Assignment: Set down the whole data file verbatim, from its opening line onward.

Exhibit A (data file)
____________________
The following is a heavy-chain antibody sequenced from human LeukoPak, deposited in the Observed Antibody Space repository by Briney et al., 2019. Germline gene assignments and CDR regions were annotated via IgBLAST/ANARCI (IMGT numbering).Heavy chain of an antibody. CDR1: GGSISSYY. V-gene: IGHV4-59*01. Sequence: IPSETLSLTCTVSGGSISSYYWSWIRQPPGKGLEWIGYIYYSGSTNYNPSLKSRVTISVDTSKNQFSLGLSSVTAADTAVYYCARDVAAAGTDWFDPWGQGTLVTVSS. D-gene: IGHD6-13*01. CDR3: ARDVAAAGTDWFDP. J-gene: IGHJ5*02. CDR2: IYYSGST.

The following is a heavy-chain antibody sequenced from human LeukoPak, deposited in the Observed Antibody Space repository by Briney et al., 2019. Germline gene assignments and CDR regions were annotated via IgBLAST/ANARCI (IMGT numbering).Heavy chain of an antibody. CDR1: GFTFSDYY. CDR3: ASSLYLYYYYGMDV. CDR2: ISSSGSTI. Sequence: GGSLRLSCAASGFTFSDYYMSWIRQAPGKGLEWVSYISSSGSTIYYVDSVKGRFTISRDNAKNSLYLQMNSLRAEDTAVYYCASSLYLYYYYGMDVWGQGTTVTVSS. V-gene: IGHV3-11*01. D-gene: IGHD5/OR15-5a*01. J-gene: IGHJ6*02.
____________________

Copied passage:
The following is a heavy-chain antibody sequenced from human LeukoPak, deposited in the Observed Antibody Space repository by Briney et al., 2019. Germline gene assignments and CDR regions were annotated via IgBLAST/ANARCI (IMGT numbering).Heavy chain of an antibody. CDR1: GGSISSYY. V-gene: IGHV4-59*01. Sequence: IPSETLSLTCTVSGGSISSYYWSWIRQPPGKGLEWIGYIYYSGSTNYNPSLKSRVTISVDTSKNQFSLGLSSVTAADTAVYYCARDVAAAGTDWFDPWGQGTLVTVSS. D-gene: IGHD6-13*01. CDR3: ARDVAAAGTDWFDP. J-gene: IGHJ5*02. CDR2: IYYSGST.

The following is a heavy-chain antibody sequenced from human LeukoPak, deposited in the Observed Antibody Space repository by Briney et al., 2019. Germline gene assignments and CDR regions were annotated via IgBLAST/ANARCI (IMGT numbering).Heavy chain of an antibody. CDR1: GFTFSDYY. CDR3: ASSLYLYYYYGMDV. CDR2: ISSSGSTI. Sequence: GGSLRLSCAASGFTFSDYYMSWIRQAPGKGLEWVSYISSSGSTIYYVDSVKGRFTISRDNAKNSLYLQMNSLRAEDTAVYYCASSLYLYYYYGMDVWGQGTTVTVSS. V-gene: IGHV3-11*01. D-gene: IGHD5/OR15-5a*01. J-gene: IGHJ6*02.